On the newly repaired TV, the national commercial Caroline helped produce is being broadcast.



While working at Motown Productions, story editor and struggling producer Lauren Shuler read an article in National Lampoon written by John Hughes and kept in touch with him. One day, Hughes told Shuler about a disastrous experience he had looking after his two children in the absence of his wife, which Shuler found hilarious. After Hughes asked if that could make a good movie, she replied that "it sure sounds funny to me". Hughes wrote the film and flew to Los Angeles to rewrite the script with Shuler. As Hughes had a TV deal with Aaron Spelling, he brought him in as an executive producer. Studio executives at Universal Studios, unhappy that Hughes worked in Chicago and not Los Angeles, fired him, bringing in a group of TV writers to remake his script. [3]

Ron Howard was offered the opportunity to direct the film but turned it down to do Splash . [4]

At this point, the studio decided to turn the project into a feature film instead of a television movie. Shuler, who remained as a producer, said that while she liked the final product, she thought Hughes' original script was better. [3] Shuler was told by a friend, agent Laurie Perlman, about "this guy who is really funny" whom she represented, Michael Keaton. After meeting Keaton and seeing his screen debut, 1982's Night Shift , Shuler sent the actor the Mr. Mom script. [5]


Critical response

Leonard Maltin gave it 2.5 stars out of 4, stating "pleasant enough rehash of age-old sitcom premise" and adding "likable stars make it palatable, but you've seen it all before". [6] Roger Ebert of The Chicago Sun-Times similarly gave the film 2 stars out of 4, describing Mr. Mom as "a lost opportunity" for resorting to cliches rather than finding humor in the characters as portrayed by the "promising" and talented cast. [7]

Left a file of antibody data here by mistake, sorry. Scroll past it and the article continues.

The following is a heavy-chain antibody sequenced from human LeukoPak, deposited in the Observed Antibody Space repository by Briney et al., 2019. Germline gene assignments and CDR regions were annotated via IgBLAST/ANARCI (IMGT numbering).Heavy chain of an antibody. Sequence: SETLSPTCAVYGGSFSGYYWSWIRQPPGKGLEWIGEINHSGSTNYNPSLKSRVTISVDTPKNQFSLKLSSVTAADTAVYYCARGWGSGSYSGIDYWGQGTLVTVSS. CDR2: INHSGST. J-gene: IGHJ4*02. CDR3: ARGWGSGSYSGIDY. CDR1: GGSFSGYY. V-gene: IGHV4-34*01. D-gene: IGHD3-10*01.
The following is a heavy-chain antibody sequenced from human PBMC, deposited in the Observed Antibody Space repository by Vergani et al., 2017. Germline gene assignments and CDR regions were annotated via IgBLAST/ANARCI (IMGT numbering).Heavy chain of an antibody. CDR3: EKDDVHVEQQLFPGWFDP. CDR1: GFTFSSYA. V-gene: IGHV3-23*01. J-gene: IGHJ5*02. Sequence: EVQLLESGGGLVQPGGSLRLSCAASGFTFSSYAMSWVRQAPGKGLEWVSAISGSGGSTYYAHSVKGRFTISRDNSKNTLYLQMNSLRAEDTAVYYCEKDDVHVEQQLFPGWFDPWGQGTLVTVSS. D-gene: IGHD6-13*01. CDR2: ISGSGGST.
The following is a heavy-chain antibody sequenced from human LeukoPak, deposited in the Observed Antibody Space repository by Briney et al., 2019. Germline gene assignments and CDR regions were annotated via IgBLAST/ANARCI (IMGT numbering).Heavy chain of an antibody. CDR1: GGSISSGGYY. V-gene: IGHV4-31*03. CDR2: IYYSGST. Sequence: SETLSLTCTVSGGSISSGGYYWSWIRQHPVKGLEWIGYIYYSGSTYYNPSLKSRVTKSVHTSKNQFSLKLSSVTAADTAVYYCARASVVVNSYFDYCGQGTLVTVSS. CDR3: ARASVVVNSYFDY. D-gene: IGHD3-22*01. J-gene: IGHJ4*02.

On Rotten Tomatoes, the film has an approval rating of 76% based on 25 reviews, with an average rating of 6.1/10. The site's critical consensus reads: "Mr. Mom makes up for its stereotype-driven premise with a sweet script and charming work from a well-matched cast led by Michael Keaton and Teri Garr." [8] On Metacritic, it received a weighted average score of 50 out of 100 based on seven critics, indicating "mixed or average reviews". [9]

Box office

The film opened to limited release on July 22, 1983, with $947,197, earning the number 13 spot that weekend. [10] Upon its wide release on August 19, 1983, a month later, it opened at number 3 with $4,279,384 behind Easy Money 's opening weekend and Risky Business ' third. [11] Mr. Mom ended up earning $64 million in the US. [1] Its success led Universal to sign a three-picture deal with Hughes for $30 million. [12] Those three films he would later release for the studio were Sixteen Candles , The Breakfast Club , and Weird Science .

Television series

A television adaptation of the 1983 film by MGM and Walmart's streaming service Vudu serves as a continuation of the film, following an adult Megan Butler heading back into the workforce while her husband takes over the parental duties of their two children. [13] The series serves as the first original series for the streaming service; it stars Andrea Anders and Hayes MacArthur as Megan and Greg Anderson, respectively, and premiered on September 12, 2019. [14]


No.Title [15] Directed byWritten byOriginal air date [15]
1"Pilot"LPMike Culbert, Mike Pellettieri & Leslie RatheSeptember 12, 2019 (2019-09-12)
2"What About the Kids?"LPMike Culbert, Mike Pellettieri & Leslie RatheSeptember 12, 2019 (2019-09-12)
3"The List"LPMike Culbert, Mike Pellettieri & Leslie RatheSeptember 19, 2019 (2019-09-19)